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Amusement Park: Up the Garden Path

Amusement Park: Up the Garden Path
Collector Office, Mandya, Karnataka
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Above: The government plans to build a theme park around the KRS dam in Mandya/Photo Courtesy: Mandya Collector Office

Farmer groups are seething at the state government’s plans for a Disneyland-style park at the KRS dam site in Mandya district but CM HD Kumaraswamy is determined to go ahead

By Stephen David in Bengaluru

The Cauvery is in the news again and this time there are no inter-state dimensions: rather, it relates to the Karnataka government’s plans to upgrade the 60-acre Mughal-style terraced Brindavan Gardens at the Krishna Raja Sagar dam on the river in Mandya district, 140 km from Bengaluru. It is no ordinary upgrade. Plans include building a 125-ft statute of Mother Cauvery near the dam. A global tender is likely to be floated in the next couple of months for the massive upgradation-cum-expansion of the gardens on the lines of Disneyland theme parks in Florida and Paris in a public-private partnership (PPP) model.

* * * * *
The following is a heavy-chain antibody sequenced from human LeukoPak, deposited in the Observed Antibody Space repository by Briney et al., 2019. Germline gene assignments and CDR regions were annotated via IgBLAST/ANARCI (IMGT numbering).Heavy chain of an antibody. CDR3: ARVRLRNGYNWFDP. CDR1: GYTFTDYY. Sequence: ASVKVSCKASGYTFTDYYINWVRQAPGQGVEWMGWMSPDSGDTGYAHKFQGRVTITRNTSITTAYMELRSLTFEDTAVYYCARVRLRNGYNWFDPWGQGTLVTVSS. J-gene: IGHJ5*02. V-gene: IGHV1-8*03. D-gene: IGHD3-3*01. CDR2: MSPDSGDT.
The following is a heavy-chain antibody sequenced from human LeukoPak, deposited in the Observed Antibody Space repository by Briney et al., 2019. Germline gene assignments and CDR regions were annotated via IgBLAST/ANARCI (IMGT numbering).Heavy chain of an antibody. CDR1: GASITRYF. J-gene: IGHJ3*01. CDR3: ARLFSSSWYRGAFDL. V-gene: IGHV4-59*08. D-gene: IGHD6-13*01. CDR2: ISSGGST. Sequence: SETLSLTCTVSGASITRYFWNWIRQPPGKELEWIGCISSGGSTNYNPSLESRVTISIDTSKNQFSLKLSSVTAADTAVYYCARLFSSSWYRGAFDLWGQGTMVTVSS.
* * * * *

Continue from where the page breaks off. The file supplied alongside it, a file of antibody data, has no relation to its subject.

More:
The Brindavan Gardens, laid out by the Diwan of Mysore, Sir Mirza Ismail, in 1927, has been the locale for hundreds of films, and logs nearly two million visitors a year. The state government wants to compete with tourist destinations in the north like the Taj Mahal or the Delhi-Agra-Jaipur circuit, by luring visitors with the massive upgrade. Apart from the roughly 13-storey Cauvery statue, it wants to house an Eiffel-tower type glass building for visitors to have a panoramic view of the 131-foot KRS dam built in 1911 by the erstwhile Maharaja of Mysore, Nalvadi Krishna Raja Wadiyar. A museum complex will depict Karnataka’s rich cultural heritage and architecture.